Analysis by Mphatso Moses Kaufulu
The terms ‘peace’ and ‘peace-loving’ have been repeatedly weaponized by the political and the donor classes in Malawi to sometimes sanitize grotesque human suffering.
Politicians, who have robbed us of our very futures either by commissioning unnecessary deaths upon our families through public health denied, or by consigning us to a lack of formal education and therefore a life permanently trapped in poverty, have been quick to remind us of our “peace-loving nature” at the slightest hint of political discontent and upheaval.
Similarly, when we have taken to the streets in sustained protests, demanding for the bare minimums in how we are governed, we have been fed donor equivocations calling for “all sides to show restraint” to maintain Malawi’s international status as a peaceful country.
This framing callously erases the obvious manufactured suffering around us, to institute a harsh and insensitive moral equivalence between those who viciously plunder and pillage us, and us who get viciously plundered and pillaged.
This begs the question: What is peace? — I will use two broad political deployments of this term.
Firstly, there is a negative peace: a peace sustained by extreme despair or an almost complete repression of politically consequential expression.
Secondly, a positive peace: a peace sustained by a widely acceptable, continuously adapting, and broadly accessible dispensation of formalized justice.
Understood as a continuum, Malawi’s peace has largely been a negative one – it has been a peace according the political and donor class a self-appointed managerial status over our national politics, while unseeing the misanthropic destruction ravaging “ordinary” people day after day.
It is this underlying contempt which not only resulted in the cavalier attitude of the vaunted international election observer missions of 2019, but also of other shocking sentiments I came across during the election trial period.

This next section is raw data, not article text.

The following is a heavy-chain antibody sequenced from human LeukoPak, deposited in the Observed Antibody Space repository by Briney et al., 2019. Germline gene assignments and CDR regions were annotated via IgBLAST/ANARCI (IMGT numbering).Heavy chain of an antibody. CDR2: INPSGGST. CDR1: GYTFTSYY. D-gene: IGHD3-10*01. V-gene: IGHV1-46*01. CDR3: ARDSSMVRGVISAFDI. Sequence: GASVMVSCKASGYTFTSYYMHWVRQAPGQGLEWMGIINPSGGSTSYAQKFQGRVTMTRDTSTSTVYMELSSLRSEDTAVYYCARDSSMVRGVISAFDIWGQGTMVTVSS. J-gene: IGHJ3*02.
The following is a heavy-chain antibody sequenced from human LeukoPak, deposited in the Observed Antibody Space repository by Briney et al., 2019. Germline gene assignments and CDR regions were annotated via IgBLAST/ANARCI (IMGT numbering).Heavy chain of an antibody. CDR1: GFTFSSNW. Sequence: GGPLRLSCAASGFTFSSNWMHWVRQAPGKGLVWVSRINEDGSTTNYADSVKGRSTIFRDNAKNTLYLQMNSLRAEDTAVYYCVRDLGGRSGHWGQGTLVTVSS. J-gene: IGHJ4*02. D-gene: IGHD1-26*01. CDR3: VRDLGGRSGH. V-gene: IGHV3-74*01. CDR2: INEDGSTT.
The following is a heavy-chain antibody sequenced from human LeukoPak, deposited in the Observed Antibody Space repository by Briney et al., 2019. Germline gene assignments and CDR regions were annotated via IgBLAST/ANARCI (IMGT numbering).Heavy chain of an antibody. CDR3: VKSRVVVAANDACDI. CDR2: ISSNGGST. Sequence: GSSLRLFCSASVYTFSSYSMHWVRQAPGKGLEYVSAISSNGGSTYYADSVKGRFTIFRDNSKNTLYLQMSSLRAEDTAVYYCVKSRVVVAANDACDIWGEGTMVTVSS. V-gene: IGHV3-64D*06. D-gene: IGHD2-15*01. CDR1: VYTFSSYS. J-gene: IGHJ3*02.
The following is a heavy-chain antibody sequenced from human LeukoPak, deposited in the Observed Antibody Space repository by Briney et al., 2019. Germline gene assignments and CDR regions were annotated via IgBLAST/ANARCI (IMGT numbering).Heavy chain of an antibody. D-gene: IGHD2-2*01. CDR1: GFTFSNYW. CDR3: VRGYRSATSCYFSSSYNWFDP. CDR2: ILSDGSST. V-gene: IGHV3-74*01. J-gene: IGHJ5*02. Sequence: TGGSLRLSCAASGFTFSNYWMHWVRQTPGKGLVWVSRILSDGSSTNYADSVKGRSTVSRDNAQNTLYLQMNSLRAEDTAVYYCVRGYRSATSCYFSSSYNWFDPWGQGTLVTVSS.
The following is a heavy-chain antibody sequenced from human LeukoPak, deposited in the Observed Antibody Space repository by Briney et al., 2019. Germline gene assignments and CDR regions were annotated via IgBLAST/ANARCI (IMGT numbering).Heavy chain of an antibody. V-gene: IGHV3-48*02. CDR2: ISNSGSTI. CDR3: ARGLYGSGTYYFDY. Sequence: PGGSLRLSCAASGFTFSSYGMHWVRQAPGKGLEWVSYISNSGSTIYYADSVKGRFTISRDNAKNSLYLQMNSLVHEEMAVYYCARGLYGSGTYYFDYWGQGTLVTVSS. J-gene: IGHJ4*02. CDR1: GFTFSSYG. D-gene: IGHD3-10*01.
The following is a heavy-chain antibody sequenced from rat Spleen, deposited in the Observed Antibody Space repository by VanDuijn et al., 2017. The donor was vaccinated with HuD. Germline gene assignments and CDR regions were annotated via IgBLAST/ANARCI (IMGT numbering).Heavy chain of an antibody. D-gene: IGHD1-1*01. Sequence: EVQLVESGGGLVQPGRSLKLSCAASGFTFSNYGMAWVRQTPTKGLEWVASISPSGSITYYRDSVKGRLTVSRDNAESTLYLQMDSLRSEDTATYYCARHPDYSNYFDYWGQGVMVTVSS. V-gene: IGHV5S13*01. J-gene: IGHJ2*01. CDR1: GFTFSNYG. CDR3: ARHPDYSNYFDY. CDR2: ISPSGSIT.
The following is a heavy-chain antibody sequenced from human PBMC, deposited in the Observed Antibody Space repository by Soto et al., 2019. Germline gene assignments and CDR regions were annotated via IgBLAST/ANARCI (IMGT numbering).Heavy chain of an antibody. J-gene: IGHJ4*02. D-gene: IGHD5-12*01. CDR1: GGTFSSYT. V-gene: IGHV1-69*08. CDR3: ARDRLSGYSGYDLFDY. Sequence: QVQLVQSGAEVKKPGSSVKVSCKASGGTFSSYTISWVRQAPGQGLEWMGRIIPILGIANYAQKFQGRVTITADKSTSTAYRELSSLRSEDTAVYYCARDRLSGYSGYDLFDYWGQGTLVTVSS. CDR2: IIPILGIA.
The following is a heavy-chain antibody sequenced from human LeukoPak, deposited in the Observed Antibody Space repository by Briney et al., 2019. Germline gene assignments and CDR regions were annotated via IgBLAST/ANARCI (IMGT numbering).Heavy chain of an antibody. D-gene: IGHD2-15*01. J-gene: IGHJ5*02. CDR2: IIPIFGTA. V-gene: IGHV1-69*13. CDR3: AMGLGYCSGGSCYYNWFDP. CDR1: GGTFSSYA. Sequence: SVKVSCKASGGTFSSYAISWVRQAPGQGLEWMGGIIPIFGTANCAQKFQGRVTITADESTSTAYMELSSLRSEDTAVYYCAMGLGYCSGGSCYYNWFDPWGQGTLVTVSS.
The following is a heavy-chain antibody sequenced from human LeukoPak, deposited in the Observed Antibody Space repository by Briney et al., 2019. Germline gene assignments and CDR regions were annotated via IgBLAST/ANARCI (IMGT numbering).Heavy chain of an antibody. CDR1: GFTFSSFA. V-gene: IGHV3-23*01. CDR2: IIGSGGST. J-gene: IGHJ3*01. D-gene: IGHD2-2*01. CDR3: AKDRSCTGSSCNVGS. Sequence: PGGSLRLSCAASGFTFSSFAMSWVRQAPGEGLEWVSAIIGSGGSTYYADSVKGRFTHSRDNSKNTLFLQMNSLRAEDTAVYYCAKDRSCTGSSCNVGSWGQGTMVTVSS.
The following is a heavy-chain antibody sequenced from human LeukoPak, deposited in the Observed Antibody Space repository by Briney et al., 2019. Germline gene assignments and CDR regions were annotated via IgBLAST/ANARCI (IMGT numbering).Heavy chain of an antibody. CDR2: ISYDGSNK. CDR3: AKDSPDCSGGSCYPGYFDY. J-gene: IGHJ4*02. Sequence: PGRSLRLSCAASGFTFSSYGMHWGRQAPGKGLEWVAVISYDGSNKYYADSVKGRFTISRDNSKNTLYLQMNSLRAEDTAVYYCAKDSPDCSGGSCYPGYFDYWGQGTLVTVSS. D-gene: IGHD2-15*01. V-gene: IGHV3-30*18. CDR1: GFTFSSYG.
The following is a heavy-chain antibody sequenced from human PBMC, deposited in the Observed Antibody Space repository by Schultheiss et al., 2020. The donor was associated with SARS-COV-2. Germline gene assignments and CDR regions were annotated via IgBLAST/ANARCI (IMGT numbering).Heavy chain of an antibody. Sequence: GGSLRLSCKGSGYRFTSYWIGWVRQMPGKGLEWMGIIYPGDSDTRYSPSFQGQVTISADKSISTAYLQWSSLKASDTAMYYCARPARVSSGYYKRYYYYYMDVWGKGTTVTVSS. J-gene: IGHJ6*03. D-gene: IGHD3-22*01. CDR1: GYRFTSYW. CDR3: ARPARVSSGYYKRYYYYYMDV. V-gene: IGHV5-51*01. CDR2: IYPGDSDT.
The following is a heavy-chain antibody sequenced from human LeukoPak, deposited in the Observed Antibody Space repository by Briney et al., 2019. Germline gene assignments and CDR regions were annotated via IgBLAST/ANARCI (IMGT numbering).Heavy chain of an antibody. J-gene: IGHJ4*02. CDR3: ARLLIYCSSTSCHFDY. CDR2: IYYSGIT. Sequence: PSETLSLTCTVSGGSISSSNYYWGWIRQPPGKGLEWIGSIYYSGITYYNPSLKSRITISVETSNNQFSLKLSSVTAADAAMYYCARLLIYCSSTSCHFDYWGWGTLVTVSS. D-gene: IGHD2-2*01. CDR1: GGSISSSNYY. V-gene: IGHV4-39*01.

For example, in a meeting between members of a large donor organization and representatives of opposition parties, the anti-corruption drive of Chakwera and Chilima was flippantly characterized as an impractical idealism championed only to mask their underlying quest for power.
The assumption there was that Malawians are incapable of cultivating political ethics which can be manifested in sustained mass action, championed by their preferred political leaders, without the corrupting influences of money or the blinding seductions of power.
Perhaps this is why, as the people marched in the streets for months, a weird convergence between a government without legitimacy, and a donor class unable to countenance a Malawian public with full political faculties, ensued.
Even after the Supreme Court ruling, the possibility of a Government of National Unity which would center the political and donor class while setting aside the sustained demands of the people, loomed in the background.
This was a contingency built on the unstated expectations that June 23 would return a characteristically Malawian chaos and failure. And of course, these expectations despite the masses of people behind the broad change agenda part of which the Tonse coalition enjoyed.
Put mildly, such expectations of Malawians are nested within a paternalism rooted in distressing historical legacies people around world are currently protesting.
In our own way, we in Malawi have also repudiated political arrangements prizing despotic peace and acquiescence over democratic justice.
We, Malawians, are just as equipped with the human faculties to enable a politics of aspirations, ideas and ethics, and should be extended the same generosity as any other people as to the sincerity of our political pursuits. We too should make mistakes without becoming defined by them.
The horrific looting revealed over the past few weeks compels us to accept that Malawians were neither deluded nor struggling in vain.
Now, we expect the new administration to deal with these evils, and for our nation’s partners to join us in this optimism of the people’s democratic will.
If Chakwera defaults, we will rise up again — and then again — in a process towards Democratic Justice.
* The writer is a Womanist; a Pan-Africanist and Political Scientist who maintains a Medium blogging account where he predominantly writes about postcoloniality, race and gender. Occasionally, he also writes analyses on International Political Economyand Malawian Politics.